Wellness on a Wintry Night

Well, the time is upon us. It’s Christmas Eve Eve, and despite all efforts to slow the season, it has found a way to come bounding forward, whether we are ready or not. Trying to be more mindful about erasing obligatory holiday traditions such as scrambling for presents and wrapping up a frenzy and gathering ingredients for parties, I suddenly notice the flurry of a whirlwind that surrounds me. Walking in slow motion through my own life story, I can’t avoid hearing the fluttered words of frantic holiday shoppers, seeing the stricken faces of panicked mothers, and feeling the fiery furrowed brows of shopping mall drivers. And as it gets closer, I find that we trade our inner well-being for the craze of this joyous season.

As days get shorter and our to-do lists get longer, we feel a pressure to jump into holiday-mode and work twice as hard to accomplish more in less amount of time. We get so wired up and stray from our center, that come New Year’s Eve, it is no wonder that we crave some resolutions of our own. We NEED resolutions to bring our compass back to facing due north, or anywhere close. We let go of our wellness in the beginning of these wintery days, when the temperature just begins to fall, right when we are supposed to be slowing down most.

When I think of a cold, crisp evenings, the vision of jumping out of bed and running outside isn’t what pops into my mind. I think of hot coffee held by mittened hands. Of heavy layers of blankets and warm hugs. I think of wooly socks and fireplaces, of thick rugs, and cabin walls. I think of vinyls playing and cozy couches. I think of retreating, indoors, maybe towards candlelight.

I believe Mother Nature shows us best how it’s supposed to be done. With the dropping of temperatures, the flowers fall back, as the roots take time to heal and the plant prepares for spring. During this dormancy, the plant is undergoing some serious housekeeping, nourishing it with the few nutrients available and preparing it to be its best self when it is ready to spring back to life. Animals begin their hibernation process, using this time to sleep, to recharge, to refresh. Their body temperatures and heart rate slow down, to save on energy. Everything is in preparation for the next chapter of life.

We can learn from other living things that maybe what we need, to prepare for the holidays, is to give our minds and bodies the healing and reset that it needs to be our very best. As Christmas Day draws near, I had my father-in-law call us today to let us know that he is better from the flu that prevented us from having dinner together this past Wednesday. Unfortunately, now Grandpa and Grandma have the flu, and our Christmas Eve breakfast tomorrow must be cancelled, so that they could get better. He was driving medicine to them, because his sister (our Aunt) was busy delivering medicine to our cousins, who were also sick. The stress of all the sickly members has got our Aunt’s hands full, per my father-in-law. And I think to myself, why? Why do we do this to ourselves at this time?

So today, when Mike got an invitation from his high school friends to meet up at a brewery to catch up for the holidays, something inside told me that maybe it was best to stay home. Mike went to join his comrades in the usual comedic banter over a cold glass of brewed beer, but I chose to be here, at home. I poured myself a cup of tea, and smelled it before each sip. I lit a candle and cozied up in blankets, wearing pajamas and wooly socks, on our couch. I turned on a relaxing Spotify playlist to unwind to, and decided to write these thoughts. Because even I, with all the mindfulness I could muster, was surprised by Christmas this year. Even I couldn’t slow down time enough, couldn’t appreciate December for all it had to offer. Even I couldn’t avoid the stress, despite the dwindling of gifts to a handful bunch, despite ridding us of excess decorations, despite loosening my grip of what was expected of me this Christmas season. I still felt the pressures of society expecting me to succumb to traditions, such as attending the holiday office party. I crumbled at people’s probing questions as to why I would not attend. I caved to my struggling emotions when the time came that I was supposed to be in attendance. I felt all the guilt of not making it, like a burden. And I became sick because of it. I woke up this morning unwell. I might as well have attended and suffered a hang-over from jovial libations and typical end-of-the-year festivities instead of suffering in solidarity about a perceived responsibility. Still, I think to myself, why? Why is it so hard to escape the flurry, and why do we continue to say yes to speeding up and forget all about the slowing down? Why do we allow this time of year to stress us so?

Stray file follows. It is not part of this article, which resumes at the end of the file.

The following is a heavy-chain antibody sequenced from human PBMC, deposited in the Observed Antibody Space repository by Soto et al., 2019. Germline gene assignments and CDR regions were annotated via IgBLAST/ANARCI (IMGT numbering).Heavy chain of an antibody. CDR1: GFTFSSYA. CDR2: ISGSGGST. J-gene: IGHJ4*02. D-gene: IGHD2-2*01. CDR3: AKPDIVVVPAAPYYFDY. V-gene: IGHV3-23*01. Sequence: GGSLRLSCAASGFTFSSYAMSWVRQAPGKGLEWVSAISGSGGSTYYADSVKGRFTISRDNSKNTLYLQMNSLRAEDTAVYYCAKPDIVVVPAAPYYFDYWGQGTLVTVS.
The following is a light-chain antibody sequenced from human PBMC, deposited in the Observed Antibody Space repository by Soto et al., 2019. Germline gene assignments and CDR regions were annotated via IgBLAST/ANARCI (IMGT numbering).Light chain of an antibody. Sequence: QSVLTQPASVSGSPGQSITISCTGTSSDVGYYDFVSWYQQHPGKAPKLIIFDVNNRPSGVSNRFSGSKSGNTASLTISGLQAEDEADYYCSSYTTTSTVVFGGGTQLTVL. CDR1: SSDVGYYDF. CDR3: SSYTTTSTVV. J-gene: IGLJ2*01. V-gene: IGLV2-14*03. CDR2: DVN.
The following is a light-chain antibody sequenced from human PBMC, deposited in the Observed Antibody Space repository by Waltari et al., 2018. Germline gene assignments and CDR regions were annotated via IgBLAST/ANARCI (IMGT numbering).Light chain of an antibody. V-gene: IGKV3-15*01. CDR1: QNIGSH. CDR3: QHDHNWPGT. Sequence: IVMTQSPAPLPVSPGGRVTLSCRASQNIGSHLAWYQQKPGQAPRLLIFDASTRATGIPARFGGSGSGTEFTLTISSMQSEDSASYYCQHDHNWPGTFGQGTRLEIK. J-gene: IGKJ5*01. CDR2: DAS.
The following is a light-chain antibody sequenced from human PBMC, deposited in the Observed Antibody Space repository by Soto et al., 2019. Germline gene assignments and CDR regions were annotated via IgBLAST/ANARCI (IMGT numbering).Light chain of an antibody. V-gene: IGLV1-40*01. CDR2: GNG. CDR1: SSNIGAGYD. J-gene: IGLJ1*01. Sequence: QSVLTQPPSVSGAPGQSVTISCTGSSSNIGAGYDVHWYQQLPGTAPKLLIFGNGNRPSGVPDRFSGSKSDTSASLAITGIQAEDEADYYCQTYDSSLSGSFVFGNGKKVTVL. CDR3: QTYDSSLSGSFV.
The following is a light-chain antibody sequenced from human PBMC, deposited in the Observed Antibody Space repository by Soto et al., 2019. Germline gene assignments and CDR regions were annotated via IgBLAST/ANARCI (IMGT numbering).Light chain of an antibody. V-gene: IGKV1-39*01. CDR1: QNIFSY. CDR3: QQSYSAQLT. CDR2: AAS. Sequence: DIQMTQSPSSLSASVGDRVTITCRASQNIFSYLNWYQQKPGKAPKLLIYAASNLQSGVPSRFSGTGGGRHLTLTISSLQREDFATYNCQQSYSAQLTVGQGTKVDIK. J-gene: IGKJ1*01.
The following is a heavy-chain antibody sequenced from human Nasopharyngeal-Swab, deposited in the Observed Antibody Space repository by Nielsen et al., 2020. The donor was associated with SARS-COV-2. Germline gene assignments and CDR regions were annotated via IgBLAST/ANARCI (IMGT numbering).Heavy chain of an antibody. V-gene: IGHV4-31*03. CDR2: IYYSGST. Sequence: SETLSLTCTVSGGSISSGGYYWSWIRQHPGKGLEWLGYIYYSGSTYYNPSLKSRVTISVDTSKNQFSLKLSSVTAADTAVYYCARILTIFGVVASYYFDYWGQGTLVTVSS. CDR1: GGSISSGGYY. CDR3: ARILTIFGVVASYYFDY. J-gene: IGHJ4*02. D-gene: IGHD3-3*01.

In the following week, in lieu of writing a set of resolutions for the New Year, I need first to write a regimen, a mantra, for my future well-being. I invite others to do the same.

How do you make yourself well, whole, centered, and content? What activities do you keep returning to?

Do you feel balanced, relaxed, energized, nourished, focused, and rested?

In the past year, when did you feel most tired, most lost, most guilty, most burdened?

What do you need in order to maintain sanity, happiness, and contentment?

Who do you need to surround yourself with, and how often?

I choose to be like the trees, to be my very best self tomorrow, and the day after that, and the day after that. I understand that in order to achieve this, I need to retreat today from the noise, from the flurry, from the wintry nights. Inside my cocoon, I consider all the things that make me well. I’m determined to enter the New Year refreshed and ready for what it brings, and I am ready to leave 2017 behind, along with my shortcomings and my newly shedded skin. I wish you all well. Happy Holidays!

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